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Accountancy firms have been poaching lawyers and clients from law firms for some time, as they continue to push aggressively into the legal services market. Now, several Australian firms are in the vanguard of a fightback. By developing innovative technology, buying niche consultancies and hiring for a wider range of skills, their strategy is to offer clients more and to develop new revenue streams.
“Many clients are looking for solutions that reduce their risk, are more cost-efficient and easier to administer,” says Andrew Cunningham, partner at MinterEllison, a Sydney-based law firm. Multidisciplinary approaches that combine legal and non-legal capabilities from different areas are the result, he adds.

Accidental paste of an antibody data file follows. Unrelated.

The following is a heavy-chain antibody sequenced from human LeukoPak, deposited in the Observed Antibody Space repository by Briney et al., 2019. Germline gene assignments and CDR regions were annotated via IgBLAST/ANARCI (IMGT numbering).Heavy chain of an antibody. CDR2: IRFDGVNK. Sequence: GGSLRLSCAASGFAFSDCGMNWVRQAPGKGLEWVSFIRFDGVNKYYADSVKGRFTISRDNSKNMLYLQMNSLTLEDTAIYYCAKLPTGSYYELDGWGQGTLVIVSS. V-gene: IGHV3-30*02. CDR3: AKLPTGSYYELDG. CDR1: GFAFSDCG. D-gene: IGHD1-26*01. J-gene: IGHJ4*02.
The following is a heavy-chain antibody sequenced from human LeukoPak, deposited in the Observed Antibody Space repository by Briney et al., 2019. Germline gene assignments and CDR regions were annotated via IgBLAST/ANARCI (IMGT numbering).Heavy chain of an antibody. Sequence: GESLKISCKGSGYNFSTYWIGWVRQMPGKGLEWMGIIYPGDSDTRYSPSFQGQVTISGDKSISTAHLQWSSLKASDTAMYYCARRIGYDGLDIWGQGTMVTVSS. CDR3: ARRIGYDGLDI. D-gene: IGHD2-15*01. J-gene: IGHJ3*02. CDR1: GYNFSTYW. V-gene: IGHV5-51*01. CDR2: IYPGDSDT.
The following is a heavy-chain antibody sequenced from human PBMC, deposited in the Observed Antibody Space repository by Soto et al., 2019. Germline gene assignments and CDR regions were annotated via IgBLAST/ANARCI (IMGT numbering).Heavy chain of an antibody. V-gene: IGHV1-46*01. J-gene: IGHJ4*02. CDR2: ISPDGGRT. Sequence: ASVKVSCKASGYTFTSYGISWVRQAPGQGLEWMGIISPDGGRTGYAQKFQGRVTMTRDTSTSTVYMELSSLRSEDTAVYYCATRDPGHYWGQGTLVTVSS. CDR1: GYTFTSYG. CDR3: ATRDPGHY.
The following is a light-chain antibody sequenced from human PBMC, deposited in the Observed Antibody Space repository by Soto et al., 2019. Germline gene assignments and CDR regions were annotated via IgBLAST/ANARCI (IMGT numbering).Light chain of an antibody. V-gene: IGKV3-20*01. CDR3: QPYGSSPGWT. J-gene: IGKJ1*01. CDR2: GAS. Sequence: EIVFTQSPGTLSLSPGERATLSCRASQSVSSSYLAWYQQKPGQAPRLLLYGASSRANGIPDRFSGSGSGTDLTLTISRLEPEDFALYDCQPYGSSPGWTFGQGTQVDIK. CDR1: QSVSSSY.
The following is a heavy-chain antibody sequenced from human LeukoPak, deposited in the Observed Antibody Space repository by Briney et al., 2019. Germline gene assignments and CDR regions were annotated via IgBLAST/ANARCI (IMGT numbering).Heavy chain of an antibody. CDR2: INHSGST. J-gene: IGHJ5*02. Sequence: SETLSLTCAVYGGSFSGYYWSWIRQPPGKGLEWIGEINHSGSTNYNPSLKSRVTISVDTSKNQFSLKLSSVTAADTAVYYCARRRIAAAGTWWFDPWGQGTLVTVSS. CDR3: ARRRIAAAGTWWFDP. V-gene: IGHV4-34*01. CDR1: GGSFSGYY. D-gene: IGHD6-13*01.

In July, MinterEllison, which traces its roots back almost 200 years, bought the tech consultancy ITNewcom to strengthen its own technology division and provide a greater breadth of service. By incorporating its specialist skills, says MinterEllison, it is responding to clients’ demand for advice that goes well beyond legal services.
“Clients see a gap between traditional ‘legal’ services and the need for more practical business advice, and they want their ‘trusted advisers’ to provide it,” says Mr Cunningham.
Intense competition in Australia’s legal market is forcing law firms to look beyond their core expertise, pushing many to the forefront of innovation in the Asia-Pacific region and arguably ahead of many leading US and UK firms. Revenues for the Australian legal sector are forecast to grow by just 1 per cent to A$20.7bn (US$15.6bn) over the five years to 2022-2023 as “intensifying external competition” squeezes prices and margins, according to a report by IbisWorld.